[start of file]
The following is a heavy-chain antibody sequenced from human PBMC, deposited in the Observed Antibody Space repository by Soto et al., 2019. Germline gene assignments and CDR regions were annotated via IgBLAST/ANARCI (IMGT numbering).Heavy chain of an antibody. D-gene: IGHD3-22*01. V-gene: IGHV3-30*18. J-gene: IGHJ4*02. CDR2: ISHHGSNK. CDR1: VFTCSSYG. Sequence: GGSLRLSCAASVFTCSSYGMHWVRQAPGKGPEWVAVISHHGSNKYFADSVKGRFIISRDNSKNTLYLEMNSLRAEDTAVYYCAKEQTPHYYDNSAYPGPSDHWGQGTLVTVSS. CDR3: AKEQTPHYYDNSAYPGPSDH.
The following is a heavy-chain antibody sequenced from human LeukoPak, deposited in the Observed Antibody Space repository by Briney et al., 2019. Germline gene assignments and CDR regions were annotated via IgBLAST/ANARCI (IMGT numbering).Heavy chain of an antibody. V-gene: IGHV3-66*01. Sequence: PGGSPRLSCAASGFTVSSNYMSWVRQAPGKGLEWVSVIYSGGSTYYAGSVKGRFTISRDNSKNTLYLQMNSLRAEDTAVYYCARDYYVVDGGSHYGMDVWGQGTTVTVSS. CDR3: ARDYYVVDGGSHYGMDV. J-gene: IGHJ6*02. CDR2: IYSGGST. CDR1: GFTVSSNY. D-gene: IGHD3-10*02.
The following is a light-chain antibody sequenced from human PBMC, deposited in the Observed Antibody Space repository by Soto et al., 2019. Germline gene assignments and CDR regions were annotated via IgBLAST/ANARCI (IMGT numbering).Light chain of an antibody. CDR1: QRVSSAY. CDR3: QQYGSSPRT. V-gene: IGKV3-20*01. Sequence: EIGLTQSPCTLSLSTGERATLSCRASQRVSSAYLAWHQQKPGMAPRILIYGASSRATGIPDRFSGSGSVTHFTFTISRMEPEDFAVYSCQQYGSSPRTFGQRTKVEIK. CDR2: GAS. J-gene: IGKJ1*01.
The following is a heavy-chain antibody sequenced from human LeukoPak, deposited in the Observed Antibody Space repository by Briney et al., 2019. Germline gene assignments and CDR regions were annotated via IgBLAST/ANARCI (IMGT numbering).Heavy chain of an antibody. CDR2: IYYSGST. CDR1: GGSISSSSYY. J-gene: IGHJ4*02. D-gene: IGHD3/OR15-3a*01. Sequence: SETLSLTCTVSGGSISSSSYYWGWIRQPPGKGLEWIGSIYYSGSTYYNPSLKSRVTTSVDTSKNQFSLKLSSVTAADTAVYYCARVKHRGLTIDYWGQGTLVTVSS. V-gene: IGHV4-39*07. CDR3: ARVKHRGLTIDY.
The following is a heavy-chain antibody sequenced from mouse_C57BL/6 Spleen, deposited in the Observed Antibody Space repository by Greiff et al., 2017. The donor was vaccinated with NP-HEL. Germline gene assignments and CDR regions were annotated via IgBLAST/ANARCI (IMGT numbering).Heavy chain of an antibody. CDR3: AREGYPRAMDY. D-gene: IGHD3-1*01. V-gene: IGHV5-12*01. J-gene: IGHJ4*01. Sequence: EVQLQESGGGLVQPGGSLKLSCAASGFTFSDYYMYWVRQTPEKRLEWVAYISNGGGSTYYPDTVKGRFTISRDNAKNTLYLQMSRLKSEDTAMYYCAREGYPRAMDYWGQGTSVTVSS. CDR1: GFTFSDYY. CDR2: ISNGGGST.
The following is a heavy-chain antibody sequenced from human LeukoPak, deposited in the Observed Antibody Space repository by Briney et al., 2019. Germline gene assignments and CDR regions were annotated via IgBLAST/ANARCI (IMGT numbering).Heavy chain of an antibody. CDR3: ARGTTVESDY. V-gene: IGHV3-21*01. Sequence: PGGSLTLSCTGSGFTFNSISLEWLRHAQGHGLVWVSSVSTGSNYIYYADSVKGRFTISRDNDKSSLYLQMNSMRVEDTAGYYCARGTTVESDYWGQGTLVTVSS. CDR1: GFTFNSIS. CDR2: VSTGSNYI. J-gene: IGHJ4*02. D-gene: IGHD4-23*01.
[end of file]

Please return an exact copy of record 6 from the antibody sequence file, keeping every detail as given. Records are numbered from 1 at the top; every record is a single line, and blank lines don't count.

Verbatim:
The following is a heavy-chain antibody sequenced from human LeukoPak, deposited in the Observed Antibody Space repository by Briney et al., 2019. Germline gene assignments and CDR regions were annotated via IgBLAST/ANARCI (IMGT numbering).Heavy chain of an antibody. CDR3: ARGTTVESDY. V-gene: IGHV3-21*01. Sequence: PGGSLTLSCTGSGFTFNSISLEWLRHAQGHGLVWVSSVSTGSNYIYYADSVKGRFTISRDNDKSSLYLQMNSMRVEDTAGYYCARGTTVESDYWGQGTLVTVSS. CDR1: GFTFNSIS. CDR2: VSTGSNYI. J-gene: IGHJ4*02. D-gene: IGHD4-23*01.